How to Manage Pests
UC Pest Management Guidelines
Halo blight symptoms first appear as small, angular, watersoaked spots (almost resembling little pin pricks) on the undersurfaces of leaves. As these spots grow and turn brown, a characteristic light green to yellow halo appears around the spots. This halo is due to the action of a toxin produced by the bacteria and is a diagnostic symptom of the disease. In severe infections the leaves and upper parts of plants turn yellow (chlorotic). On pods, small watersoaked spots, about the size of pin pricks, develop that grow into sunken spots and turn reddish brown. Under favorable conditions, a creamy white ooze may be seen inside these spots (pod symptoms of common and halo blight diseases are virtually indistinguishable). Seed in infected pods may become infected, and appear shriveled, discolored, and/or smaller than normal size.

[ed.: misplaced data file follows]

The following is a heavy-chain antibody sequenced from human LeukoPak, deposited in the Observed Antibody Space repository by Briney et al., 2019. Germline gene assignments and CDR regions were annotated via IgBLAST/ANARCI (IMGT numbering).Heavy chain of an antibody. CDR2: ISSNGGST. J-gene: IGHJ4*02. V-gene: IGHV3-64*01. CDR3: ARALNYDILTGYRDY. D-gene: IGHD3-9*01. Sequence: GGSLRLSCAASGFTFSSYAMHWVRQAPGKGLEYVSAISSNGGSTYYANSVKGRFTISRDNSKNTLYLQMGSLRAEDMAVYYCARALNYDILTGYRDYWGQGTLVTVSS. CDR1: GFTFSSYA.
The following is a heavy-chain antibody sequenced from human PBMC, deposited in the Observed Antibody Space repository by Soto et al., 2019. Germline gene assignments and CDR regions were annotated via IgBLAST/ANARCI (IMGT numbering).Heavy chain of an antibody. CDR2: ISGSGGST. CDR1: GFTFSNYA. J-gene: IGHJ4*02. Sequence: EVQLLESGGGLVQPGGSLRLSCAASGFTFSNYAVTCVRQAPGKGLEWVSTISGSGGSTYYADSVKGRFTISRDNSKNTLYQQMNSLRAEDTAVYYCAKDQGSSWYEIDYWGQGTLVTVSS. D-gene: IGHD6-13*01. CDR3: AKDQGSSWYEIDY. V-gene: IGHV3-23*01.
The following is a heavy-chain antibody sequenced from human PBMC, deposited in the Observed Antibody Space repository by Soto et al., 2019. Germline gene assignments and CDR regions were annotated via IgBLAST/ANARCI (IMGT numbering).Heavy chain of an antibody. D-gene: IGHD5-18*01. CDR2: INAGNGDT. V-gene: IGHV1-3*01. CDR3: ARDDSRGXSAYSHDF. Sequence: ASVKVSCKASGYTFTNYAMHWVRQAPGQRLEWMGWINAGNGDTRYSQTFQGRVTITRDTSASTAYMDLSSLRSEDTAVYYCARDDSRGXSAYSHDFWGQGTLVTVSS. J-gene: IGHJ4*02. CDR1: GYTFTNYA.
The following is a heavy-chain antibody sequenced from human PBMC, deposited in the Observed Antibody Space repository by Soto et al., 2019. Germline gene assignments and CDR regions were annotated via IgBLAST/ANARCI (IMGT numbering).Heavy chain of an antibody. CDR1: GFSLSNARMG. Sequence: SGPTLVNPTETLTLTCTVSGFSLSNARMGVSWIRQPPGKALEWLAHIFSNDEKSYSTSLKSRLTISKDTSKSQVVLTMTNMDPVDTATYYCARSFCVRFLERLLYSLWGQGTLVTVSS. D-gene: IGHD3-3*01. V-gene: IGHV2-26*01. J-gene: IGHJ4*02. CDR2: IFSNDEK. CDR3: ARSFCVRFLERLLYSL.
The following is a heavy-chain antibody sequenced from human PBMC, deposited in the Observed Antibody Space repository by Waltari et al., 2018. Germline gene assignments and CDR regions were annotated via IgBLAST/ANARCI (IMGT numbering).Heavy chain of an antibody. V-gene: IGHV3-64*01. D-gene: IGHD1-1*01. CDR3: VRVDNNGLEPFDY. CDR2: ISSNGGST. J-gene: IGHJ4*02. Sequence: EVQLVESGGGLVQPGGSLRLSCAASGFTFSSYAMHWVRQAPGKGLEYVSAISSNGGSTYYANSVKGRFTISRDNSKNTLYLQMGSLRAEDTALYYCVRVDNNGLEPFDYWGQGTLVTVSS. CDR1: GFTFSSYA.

Halo blight disease occurs worldwide and can cause extensive losses under favorable conditions, which are moderate temperatures (60° to 73°F, 16° to 23°C) and humid moist conditions. Fortunately, such conditions are unusual in California and thus halo blight is uncommon on beans grown in California. Halo blight bacteria can overwinter in infested debris or in association with seed; infested seed is the most important inoculum source.
Control of halo blight is very similar to the control for common bacterial blight. Plant certified seed produced in arid regions unfavorable for development of bacterial diseases, such as California and Idaho. Avoid the use of sprinkler irrigation, which can provide the needed moisture and humidity for common blight development in California. In fields known to have had common blight problems, practice a 2 to 3 year rotation and deep plow infested debris. Resistant varieties are available and should be used when appropriate.
UC IPM Pest Management Guidelines: Dry